The Ethiopian Harrar Beetle – 2

These beetles tend to work early in the morning for about four hours roughly around sunrise. They start off slowly at first, but their pace quickens once they have rolled a few beans back to the nest. Scientists believe that the caffeine from the beans is absorbed through the beetles’ skin on their feet.

After their four-hour shift the beetles return to the nest and rest during the heat of the day. They normally then eat some of the mature beans and spend their late evenings working manically on flood defences for the nest. Nests at the bottoms of slopes could flood easily, but these beetles build channels at 45 degrees to the slope, which diverts water past the entrance to the nest, leaving their home dry even during the rainy season.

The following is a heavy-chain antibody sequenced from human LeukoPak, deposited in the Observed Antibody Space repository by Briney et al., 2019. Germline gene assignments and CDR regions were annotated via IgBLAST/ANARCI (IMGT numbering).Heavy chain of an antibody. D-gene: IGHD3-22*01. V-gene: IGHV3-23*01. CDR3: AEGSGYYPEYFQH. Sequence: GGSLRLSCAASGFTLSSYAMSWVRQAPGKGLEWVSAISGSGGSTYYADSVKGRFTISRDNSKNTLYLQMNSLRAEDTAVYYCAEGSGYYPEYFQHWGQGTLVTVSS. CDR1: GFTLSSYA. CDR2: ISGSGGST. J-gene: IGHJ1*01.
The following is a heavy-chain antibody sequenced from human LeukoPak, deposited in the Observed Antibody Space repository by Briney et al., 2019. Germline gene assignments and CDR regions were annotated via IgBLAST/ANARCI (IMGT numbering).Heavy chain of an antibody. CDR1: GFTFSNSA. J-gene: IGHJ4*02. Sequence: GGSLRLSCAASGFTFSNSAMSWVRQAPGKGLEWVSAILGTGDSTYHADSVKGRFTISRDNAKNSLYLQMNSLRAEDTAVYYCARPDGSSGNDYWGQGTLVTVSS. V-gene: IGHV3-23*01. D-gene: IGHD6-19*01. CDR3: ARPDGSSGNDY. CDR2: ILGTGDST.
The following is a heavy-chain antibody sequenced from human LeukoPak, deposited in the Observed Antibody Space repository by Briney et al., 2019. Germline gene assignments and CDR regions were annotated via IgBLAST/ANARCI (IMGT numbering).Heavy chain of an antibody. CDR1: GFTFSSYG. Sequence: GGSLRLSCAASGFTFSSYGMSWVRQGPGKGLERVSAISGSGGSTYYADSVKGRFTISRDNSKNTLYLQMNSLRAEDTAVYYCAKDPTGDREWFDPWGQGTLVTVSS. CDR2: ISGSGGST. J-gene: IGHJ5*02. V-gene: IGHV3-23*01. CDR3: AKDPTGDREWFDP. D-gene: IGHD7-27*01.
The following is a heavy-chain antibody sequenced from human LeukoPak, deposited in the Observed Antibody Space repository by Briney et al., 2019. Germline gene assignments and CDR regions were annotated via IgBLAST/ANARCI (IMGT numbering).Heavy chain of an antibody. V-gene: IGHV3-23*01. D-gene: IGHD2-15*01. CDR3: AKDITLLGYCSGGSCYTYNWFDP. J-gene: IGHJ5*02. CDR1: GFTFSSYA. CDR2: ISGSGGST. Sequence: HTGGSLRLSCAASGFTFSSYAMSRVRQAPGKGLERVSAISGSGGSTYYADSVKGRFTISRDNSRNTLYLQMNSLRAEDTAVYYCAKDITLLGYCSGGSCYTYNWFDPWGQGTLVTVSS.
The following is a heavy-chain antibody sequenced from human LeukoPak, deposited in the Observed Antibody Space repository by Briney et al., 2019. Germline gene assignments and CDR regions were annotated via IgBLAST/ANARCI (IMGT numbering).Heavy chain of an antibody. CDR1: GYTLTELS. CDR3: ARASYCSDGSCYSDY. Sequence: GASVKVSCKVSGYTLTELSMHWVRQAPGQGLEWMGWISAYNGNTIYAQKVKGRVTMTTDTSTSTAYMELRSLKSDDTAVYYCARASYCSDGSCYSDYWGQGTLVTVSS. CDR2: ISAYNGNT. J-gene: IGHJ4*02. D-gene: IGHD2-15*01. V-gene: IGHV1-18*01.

This is an extract from the book Animals Evolution Avoided

Published by Julian Worker

I was born in Leicester. I attended school in Yorkshire and University in Liverpool. I have been to 93 countries and territories including The Balkans and Armenia in 2015, France and Slovakia in 2016, and some of the Greek Islands in 2017. My sense of humour is distilled from The Goons, Monty Python, Fawlty Towers, and Midsomer Murders. I love being creative in my writing and I love writing about travelling. My next books are a travel book about Greece and a novel inspired by Brexit.

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